Formats available: ebook, audiobook
Genres: contemporary romance, Hanukkah romance, holiday romance
Published by Choc Lit on December 4, 2019
Purchasing Info: Author's Website, Publisher's Website, Amazon, Barnes & Noble, Kobo
A heart-warming Christmas romance with a lovely twist!
Hanukkah days, Christmas nights and strawberry ice cream …
Cohen Ford is a man who could do with a little bit of sweetening up. It’s no surprise that when he walks into The Great Greenwich Ice Creamery on a typically gloomy London day before Christmas, he insists on a black coffee rather than his childhood favourite – strawberry ice cream.
But then he meets River de Luca, the woman behind the flavours. After their first encounter, Cohen begins visiting the ice creamery every Tuesday, gradually learning more about the intriguing River. Could her influence encourage cynical Cohen to become the man who embraces Christmas, Hanukkah and even strawberry ice cream?
I picked this book because it was a Hanukkah romance – and there are entirely too few of them. There a oodles of Xmas romances – and they are often quite lovely – but it’s always nice to see oneself and one’s own culture represented in stories.
There wasn’t quite as much Hanukkah as I was hoping for, but there were plenty of the mixed feelings associated with being Jewish in the midst of what feels like the entire universe celebrating an entirely different holiday.
And the romance that begins at the Great Greenwich Ice Creamery is definitely a sweet and delicious scoop of love at first sight – with strawberry ice cream on top..
Cohen Ford comes to the Great Greenwich Ice Creamery not long before the holidays because, frankly, he’s been guilted into it by his mother. But he keeps coming back because he’s fallen in love with the daughter of the proprietor – and can’t keep away no matter how much her mother disapproves, both of him and of any possibility of a relationship between the disappointing son of one of her oldest and dearest friends and her daughter, who is deaf.
Men have taken advantage of River de Luca before, and her mother is determined to prevent it this time. Because she’s heard all about Cohen Ford from his mother and is just certain that her friend’s cold-hearted, self-centered, disappointment of a son is definitely the wrong man for her daughter. Not that she believes that any man is good enough for her daughter.
But Cohen and River fall in love the moment they meet – when she’s bandaging him up because he banged his head on their door. And even through their communication barrier – they manage to convey to each other that they are both on the exact same page – even if they’re both in the middle of scribbling on that page as fast as they can so they can learn everything they need to know about each other. Which is everything.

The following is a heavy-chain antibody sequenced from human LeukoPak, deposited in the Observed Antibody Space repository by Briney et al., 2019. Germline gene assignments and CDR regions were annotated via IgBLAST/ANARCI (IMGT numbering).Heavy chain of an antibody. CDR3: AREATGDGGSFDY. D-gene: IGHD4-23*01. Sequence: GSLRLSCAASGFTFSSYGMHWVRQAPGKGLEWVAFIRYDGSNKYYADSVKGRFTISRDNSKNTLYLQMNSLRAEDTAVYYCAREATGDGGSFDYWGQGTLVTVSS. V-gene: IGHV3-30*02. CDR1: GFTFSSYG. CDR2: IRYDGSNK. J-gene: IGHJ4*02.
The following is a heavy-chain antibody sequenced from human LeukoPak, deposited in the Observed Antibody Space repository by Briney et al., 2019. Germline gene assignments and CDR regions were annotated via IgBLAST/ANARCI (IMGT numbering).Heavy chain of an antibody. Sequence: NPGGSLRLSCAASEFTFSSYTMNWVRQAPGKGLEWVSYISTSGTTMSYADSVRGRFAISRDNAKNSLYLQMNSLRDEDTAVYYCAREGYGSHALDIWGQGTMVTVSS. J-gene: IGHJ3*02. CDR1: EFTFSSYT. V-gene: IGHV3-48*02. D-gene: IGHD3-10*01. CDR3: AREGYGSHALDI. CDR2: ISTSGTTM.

That Cohen is supposed to leave London in a few short weeks to return to his high-pressure job and empty life in New York is just one more obstacle that they have to overcome.
In the end, Cohen’s choice is easy – and River’s has already been made. Home is where the heart is – and his is with River.
Escape Rating A-: Hanukkah at the Great Greenwich Ice Creamery turned out to be a holiday story with just the right mix of flavors. It’s sweet with just a bit of bitter and salt, like the best dark chocolate with sea salt sprinkles.
The sweet comes from the romance itself. The bitter comes from Cohen, and his memories of his childhood with his feuding and often absent parents. There are deep wounds there that he has to get over before he can move forward with River. The salt is from tears, tears of grief that Cohen never healed his relationship with his father, and tears of joy that he does finally set himself on the road to healing his strained relationship with his mother.
I do feel the need to say OMG – or perhaps oy vey – about the stereotype that is Cohen’s mother. And as much as I want to make negative comments about the stereotyping, she’s a bit too much like my own mother for me to make that claim. I want to and I just can’t. It made a bit of hard reading, but in the end it felt right – and made me wish for things that are no longer possible.
Returning to Cohen and River and their holiday romance. I’m not totally sure this needed to be a holiday romance. Usually the holiday trope is used to compress the time available for the story to move quickly from meeting to loving to HEA. But Cohen’s impending return to New York created that same tension. On the other hand, the Hanukkah season added poignancy to Cohen’s reconciliation with his mother.
In the end, this story has two wonderful threads running through it. One is the holiday romance, which was lovely every step of the way. The way that they reach towards each other and find ways to communicate and to get on the same page in spite of their very real communication issues was very well done.
But the other thread was all Cohen. He comes into the story as Scrooge, cutting himself off from all emotion and living for his well-paid but soul-destroying job. This story is his journey. He needs to grow up and learn what he really wants to be when he grows up. He needs to learn to live his own dream instead of somebody else’s. The spirits don’t do it all in one night. But they do manage it all the same.